Building on the recent success of its first-ever moon landing, India aims to next pick up samples from the lunar south polar region and return them to Earth.
Early reports suggest that the Indian Space Research Organisation (ISRO), the country's space agency, is planning a lunar sample-return mission known as Chandrayaan-4, which will send a total of four modules to the moon across two launches.
The first step of this complex endeavor would ferry a lander and an "ascender" to the moon's surface to collect samples. This would likely occur near the landing site of the now-dormant Chandrayaan-3 spacecraft near the lunar south pole, a region of much international interest thanks to its apparent abundance of water ice, which scientists think can be mined for life support and rocket fuel.
The remaining two pieces of the Chandrayaan-4 mission — a transfer module and a reentry module — would fly later on top of a second rocket but remain parked in lunar orbit, according to media reports.
While the specific mission plan is not yet clear, it appears the lander and ascender would touch down on the rim of an unspecified crater near the south pole. Then, the ascender module carrying the collected samples would launch from the moon's surface and transfer its samples to the reentry module. The transfer and reentry modules would then head back toward Earth, carrying the samples here for a safe touchdown.
"It's a very ambitious mission," Nilesh Desai, director of the Space Application Center in Ahmedabad, which was part of the historic Chandrayaan-3 mission, said on Friday (Nov. 17), according to The Indian Express. "Hopefully, in the next five to seven years, we will be able to meet this challenge."
India's proposed multi-step mission concept to return moon samples to Earth is somewhat similar to an in-the-works effort by NASA to bring home Martian samples. The NASA project — a joint effort with the European Space agency — aims to launch samples collected by the Perseverance rover using a rocket-powered spacecraft and dock it with an Earth-return orbiter that would be circling Mars.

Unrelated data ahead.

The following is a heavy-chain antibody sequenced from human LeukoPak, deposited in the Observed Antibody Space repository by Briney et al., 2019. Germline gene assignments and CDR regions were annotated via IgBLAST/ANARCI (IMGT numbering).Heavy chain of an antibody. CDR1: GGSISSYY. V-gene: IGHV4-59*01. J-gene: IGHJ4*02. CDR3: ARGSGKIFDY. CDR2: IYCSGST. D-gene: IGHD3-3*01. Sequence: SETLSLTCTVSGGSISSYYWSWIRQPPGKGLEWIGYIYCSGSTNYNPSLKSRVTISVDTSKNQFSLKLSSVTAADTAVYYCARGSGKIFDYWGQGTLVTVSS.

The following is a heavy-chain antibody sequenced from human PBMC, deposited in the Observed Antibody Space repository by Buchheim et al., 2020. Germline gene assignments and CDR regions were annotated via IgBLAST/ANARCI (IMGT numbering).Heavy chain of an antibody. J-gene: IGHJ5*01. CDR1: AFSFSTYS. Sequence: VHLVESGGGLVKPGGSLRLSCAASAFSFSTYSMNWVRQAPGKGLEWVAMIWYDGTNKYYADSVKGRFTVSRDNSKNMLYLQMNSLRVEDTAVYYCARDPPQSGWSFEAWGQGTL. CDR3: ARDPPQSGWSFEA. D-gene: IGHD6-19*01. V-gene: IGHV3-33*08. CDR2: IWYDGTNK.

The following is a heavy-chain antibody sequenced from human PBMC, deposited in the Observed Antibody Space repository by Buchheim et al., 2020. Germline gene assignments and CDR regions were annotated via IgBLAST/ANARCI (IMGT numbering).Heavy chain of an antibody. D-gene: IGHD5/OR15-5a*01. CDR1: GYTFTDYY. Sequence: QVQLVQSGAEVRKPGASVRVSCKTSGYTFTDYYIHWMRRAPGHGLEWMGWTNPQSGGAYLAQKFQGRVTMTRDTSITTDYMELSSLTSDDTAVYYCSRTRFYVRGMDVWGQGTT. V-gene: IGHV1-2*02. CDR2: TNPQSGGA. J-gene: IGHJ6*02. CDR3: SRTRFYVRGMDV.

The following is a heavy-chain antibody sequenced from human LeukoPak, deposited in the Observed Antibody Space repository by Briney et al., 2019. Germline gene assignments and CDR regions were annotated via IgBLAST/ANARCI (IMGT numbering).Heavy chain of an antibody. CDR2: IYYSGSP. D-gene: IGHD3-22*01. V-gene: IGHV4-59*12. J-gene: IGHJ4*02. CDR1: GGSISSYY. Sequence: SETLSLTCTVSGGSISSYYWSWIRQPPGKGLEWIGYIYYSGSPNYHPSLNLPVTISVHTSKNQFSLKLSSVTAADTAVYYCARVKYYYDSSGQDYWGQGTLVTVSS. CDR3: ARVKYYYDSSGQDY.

The Red Planet campaign, currently targeted for the 2030 timeframe, is facing scrutiny for its ballooning costs and unresolved architecture. ISRO has not yet announced the estimated budget for the Chandrayaan-4 mission.
The announcement itself is not a complete surprise, though, as Indian Prime Minister Narendra Modi previously said that "India should now aim for new and ambitious goals." As part of that effort, Modi had directed a government department that manages the country's space program to build a roadmap for the country's moon exploration, including a series of additional robotic Chandrayaan missions.
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Sharmila Kuthunur is a Seattle-based science journalist covering astronomy, astrophysics and space exploration. Follow her on X @skuthunur.